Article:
“Perhaps no other period of time incorporated so much change for the sport of skiing than the 1940s. It is true that the 1920s and ’30s did much to ‘set the stage’ for the growth of the sport, but it was during the decades that began in the late 1930s and continued into the early 1950s that the greatest growth in skiing occurred, particularly in Utah along the Wasatch Front,” Alan Engen, son of Alta founder Alf Engen, wrote in a report housed in the archive. “The reasons for this are probably tied to the exposure the sport was being given at that time by the U.S. Forest Service; press coverage; and a lot of hard work and effort put forth by foresighted individuals willing to take a chance on making a living from the sport.”
Alan Engen experienced that change firsthand. In the winter of 1935, his father skinned into Alta over Catherine’s Pass, stayed with some miners in Albion Basin for a few days and concluded after a second visit that the zone would make a good ski area. He thought about slope angle and avalanche danger. Little did he know, he was operating on the same time frame as a very different kind of ski area developer. Averell Harriman, the executive chairman of Union Pacific Railroad, started Sun Valley Resort, in Ketchum, Idaho, as a ploy to get high-end traffic onto the train. He envisioned it as a fancy celebrity resort, and he brought in movie stars and a public relations team to make it happen.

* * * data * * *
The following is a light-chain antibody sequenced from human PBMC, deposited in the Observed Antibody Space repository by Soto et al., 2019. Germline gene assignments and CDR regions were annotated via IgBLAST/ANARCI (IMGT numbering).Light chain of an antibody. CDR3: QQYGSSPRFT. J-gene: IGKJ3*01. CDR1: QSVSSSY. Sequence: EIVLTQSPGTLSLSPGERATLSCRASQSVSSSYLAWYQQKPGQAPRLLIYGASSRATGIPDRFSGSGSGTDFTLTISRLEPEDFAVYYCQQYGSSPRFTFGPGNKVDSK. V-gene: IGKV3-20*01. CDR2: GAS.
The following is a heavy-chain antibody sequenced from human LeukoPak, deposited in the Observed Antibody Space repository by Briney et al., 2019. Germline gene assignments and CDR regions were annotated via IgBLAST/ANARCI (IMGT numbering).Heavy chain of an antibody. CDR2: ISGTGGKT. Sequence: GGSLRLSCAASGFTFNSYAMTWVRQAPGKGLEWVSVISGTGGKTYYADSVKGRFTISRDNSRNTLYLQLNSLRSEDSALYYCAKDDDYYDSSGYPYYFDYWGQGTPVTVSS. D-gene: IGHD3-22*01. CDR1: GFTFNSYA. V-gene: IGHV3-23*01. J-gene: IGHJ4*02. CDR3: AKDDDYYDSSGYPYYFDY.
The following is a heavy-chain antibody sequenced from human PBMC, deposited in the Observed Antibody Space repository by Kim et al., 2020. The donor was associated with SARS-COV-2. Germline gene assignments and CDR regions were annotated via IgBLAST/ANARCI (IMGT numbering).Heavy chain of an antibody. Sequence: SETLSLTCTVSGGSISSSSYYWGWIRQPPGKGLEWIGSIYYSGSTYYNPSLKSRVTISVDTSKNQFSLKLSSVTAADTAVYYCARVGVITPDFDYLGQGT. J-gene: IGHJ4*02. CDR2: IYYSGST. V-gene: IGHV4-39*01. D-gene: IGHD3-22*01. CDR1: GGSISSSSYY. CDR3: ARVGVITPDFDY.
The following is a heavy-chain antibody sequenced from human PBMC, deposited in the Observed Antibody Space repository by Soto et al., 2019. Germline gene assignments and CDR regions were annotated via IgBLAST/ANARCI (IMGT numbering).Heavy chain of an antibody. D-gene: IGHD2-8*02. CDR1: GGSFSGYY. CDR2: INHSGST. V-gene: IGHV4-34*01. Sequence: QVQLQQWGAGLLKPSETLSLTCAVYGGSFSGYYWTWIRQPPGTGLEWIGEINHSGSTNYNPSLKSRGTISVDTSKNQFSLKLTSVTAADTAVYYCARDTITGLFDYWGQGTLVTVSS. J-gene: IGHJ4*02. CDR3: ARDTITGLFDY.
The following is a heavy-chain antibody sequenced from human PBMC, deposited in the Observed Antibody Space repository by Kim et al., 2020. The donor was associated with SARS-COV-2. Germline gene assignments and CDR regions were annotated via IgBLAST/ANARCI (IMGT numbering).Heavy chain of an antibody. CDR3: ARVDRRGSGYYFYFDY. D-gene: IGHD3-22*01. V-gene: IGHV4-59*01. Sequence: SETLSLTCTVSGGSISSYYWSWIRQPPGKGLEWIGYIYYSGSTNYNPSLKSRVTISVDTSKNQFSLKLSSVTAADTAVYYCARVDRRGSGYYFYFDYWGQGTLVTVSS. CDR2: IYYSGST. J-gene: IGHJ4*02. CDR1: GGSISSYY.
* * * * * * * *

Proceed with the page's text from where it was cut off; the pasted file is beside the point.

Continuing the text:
For those looking to escape fascism and Nazi Germany, skiing was a way to get out.
Engen and Harriman had very different visions of what skiing in the western U.S. could be, but they shared an idea of exploration, and of exposing more people to the sport. But just as the ski industry was getting its footing, World War II sent many of the young men who were building it to war. A group of skiers ended up in the 10th Mountain Division, an elite force hand-selected for their mountaineering abilities and toughness. Camp Hale, Colorado, a wide valley south of what’s now Vail, became the 10th Mountain Division’s high mountain base, where the troops could train at altitude in an unforgiving snowpack.
Those skiers were only deployed for a brief period, but after the war, the 10th Mountain Division veterans returned to the U.S. excited about the future of the sport. Over the next few decades, 10th Mountain Division veterans established 62 ski schools and started some of the biggest ski areas in the country, like Aspen and Vail in Colorado, and Crystal Mountain in Washington. Unlike the elite skiers of the early 20th century, they wanted to democratize and expand the sport.
Their timing was good. A growing economy and a desire for recreation drove rapid growth in the ski industry from the postwar years into the ’60s. People had disposable income and vacation time, and the rise of skiing tracked with the baby boom — the birth of a big generation of potential skiers.